Recording conversations is quicker and less error prone than defining a JSON file. To create a test case from a conversation:
  1. Click the Skill Tester in the left navbar.
  2. Click Bot Tester.
  3. Enter the utterances that are specific to the behavior or output that you want to test.
  4. Click Save As Test.
  5. Complete the Save Conversation as Test Case dialog:
    • Enter a name and display name that describe the test.
    • As an optional step, provide details in the Description field that help developers understand how the test validates the expected behavior by describing a scenario or a use case from a design document.
  6. Click Save Conversation.
    Description of save_conversation_history_test_case.png follows

Create a Test Case from a JSON Object
To create a test case from an array object of message objects:
  1. Click + Test Case in the Test Cases page.
  2. Enter a name and display name that describe the function that's tested.
  3. As an optional step, provide details in the Description that help developers understand how the test validates the expected behavior.
  4. Add the message objects within the array ([]). Here is template for the different payload types:
        {
            source: "user",             //text only message format is kept simple yet extensible.
            type: "text"
            payload: {
                message: "order pizza" 
            }
        },{
            source: "bot",
            type: "text",
            payload: {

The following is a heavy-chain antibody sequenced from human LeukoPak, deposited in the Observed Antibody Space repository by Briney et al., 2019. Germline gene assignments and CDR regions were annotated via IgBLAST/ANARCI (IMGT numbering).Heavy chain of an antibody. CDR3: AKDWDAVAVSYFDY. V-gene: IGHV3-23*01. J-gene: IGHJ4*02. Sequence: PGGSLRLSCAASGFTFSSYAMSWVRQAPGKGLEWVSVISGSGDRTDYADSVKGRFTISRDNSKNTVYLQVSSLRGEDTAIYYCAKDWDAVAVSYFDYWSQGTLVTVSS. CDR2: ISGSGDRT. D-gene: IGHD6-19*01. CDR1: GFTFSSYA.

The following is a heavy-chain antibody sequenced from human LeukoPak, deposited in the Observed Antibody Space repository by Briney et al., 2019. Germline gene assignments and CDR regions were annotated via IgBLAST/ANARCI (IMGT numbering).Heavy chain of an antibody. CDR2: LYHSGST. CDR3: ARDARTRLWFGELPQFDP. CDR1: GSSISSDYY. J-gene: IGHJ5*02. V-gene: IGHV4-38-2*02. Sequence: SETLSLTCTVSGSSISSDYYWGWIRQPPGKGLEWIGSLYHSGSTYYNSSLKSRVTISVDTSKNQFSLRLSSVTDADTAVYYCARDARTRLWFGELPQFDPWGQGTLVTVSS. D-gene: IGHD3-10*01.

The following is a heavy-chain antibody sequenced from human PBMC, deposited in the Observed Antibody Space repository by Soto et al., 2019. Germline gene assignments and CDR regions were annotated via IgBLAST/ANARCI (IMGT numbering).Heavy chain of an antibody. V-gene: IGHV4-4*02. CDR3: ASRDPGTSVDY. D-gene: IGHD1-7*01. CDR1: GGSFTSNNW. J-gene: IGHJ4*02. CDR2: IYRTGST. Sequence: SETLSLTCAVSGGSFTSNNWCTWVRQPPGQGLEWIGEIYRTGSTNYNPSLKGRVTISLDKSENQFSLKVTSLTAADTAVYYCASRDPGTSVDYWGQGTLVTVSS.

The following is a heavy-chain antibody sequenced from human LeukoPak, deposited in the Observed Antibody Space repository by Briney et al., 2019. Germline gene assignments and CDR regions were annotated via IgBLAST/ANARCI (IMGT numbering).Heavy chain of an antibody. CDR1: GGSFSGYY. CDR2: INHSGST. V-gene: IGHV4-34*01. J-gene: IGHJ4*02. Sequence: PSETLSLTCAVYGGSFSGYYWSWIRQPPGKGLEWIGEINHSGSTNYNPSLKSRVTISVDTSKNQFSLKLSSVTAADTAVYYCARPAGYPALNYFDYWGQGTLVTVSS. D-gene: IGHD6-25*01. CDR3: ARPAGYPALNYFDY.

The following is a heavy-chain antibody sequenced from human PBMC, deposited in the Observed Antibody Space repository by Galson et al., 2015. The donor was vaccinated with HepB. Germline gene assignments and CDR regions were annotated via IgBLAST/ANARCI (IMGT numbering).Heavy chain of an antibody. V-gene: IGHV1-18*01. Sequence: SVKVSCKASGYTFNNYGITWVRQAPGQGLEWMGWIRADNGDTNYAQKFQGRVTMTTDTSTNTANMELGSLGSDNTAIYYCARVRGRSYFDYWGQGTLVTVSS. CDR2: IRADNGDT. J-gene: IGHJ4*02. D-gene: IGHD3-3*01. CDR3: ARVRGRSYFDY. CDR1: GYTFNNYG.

message: "how old are you?"
                actions: [action types --- postback, url, call, share],  //bot messages can have actions and globalActions which when clicked by the user to send specific JSON back to the bot.
                globalActions: [...]
            }
        },
        {
            source: "user",
            type: "postback"
            payload: {      //payload object represents the post back JSON sent back from the user to the bot when the button is clicked
                variables: {
                    accountType: "credit card"
                }, 
                action: "credit card", 
                state: "askBalancesAccountType"
            }
        },
        {
            source: "bot",
            type: "cards"
            payload: {
                message: "label"
                layout: "horizontal|vertical"
                cards: ["Thick","Thin","Stuffed","Pan"],    // In test files cards can be strings which are matched with button labels or be JSON matched  
                cards: [{
                    title: "...",
                    description: "..."
                    imageUrl: "...",
                    url: "...",
                    actions: [...]  //actions can be specific to a card or global
                }],
                actions: [...],
                globalActions: [...]
            }
             
        },
        {
            source: "bot|user",
            type: "attachment"  //attachment message could be either a bot message or a user message